Spiritual Straits: Secularism’s ‘safe space’?

Ruth Townsend 21 January 2015

In a secular age, religion gets a lot of bad press.  Or rather the extreme manifestations of it do. 

One small call for freedom of speech against fundamentalist ideology was voiced by Raif Badawi, the Saudi Arabian writer who set up an online forum, 'Liberal Saudi Network', which challenged the dogmatic rule of an autocratic monarchy.  Amongst other things, Badawi promoted the idea of secularism, praised the Egyptian revolution of 2011, and argued against the stifling of personal creativity which a theocratic monarchy imposed. For this act of disobedience, Badawi was arrested in 2012 and sentenced to ten years in prison and one thousand lashes.  He received his first fifty lashes in a public flogging earlier this month. 

The barbarity of the Saudi Arabian government has sparked international outrage, particularly from secularised and liberal states in Europe, to whom the absolute intolerance of political dissent and the brutality of its punishments is incomprehensible.  Current affairs became awash with a flurry of public comment condemning ideologies which are informed by religious belief.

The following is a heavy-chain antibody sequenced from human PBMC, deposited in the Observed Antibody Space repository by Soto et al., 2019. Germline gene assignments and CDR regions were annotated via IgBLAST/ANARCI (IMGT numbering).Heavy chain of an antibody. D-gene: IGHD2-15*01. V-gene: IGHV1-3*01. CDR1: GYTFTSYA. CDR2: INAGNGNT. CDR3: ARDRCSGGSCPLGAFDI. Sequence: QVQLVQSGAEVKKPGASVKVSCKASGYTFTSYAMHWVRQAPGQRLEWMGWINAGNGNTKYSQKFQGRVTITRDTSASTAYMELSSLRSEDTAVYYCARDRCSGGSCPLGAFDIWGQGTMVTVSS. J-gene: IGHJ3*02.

But what is difficult for us in the nominally secularised West to accept (the actual faith of its people, conveniently, doesn’t appear to have a bearing on this label) is that secularisation is not a neutral space in which to talk about religion and faith. 

The uncomfortable truth is that when religion is suppressed from the public sphere, it necessarily involves the suppression of people to whom this or that religion is essential to their sense of selfhood.  France’s ban on the wearing of the niqab in 2011 is a pertinent example of a blanket ruling which eliminates from the public gaze a faith or philosophy which doesn’t fit the state’s prescribed ideology.  And we must ask: what sort of liberalism is that? 

The contentious point is that outwardly innocuous legislations like this one carry the same implications of the public flogging of Badawi for his refusal to bow to the principles of an autocratic state.  Raif, too, was exercising his right to form his own beliefs.

Religious debate is healthy and good, but we cannot fall into the trap of believing that an atheistic philosophy is in any way a neutral ground from which to condemn or judge.  The secular state too can commit small and yet insidious attacks on the liberal principle of individual freedom and civil liberty, which encompasses a right to follow a religion and embrace its traditions.  No religion orders its followers to commit the type of atrocity in which an innocent man in imprisoned for exercising freedom of expression.  But the idea that liberalism can only exist in a world which is governed by a suppression of religious belief is wrong.  Such suppression incites instead the sort of resentful hatred which any truly liberal society would shun.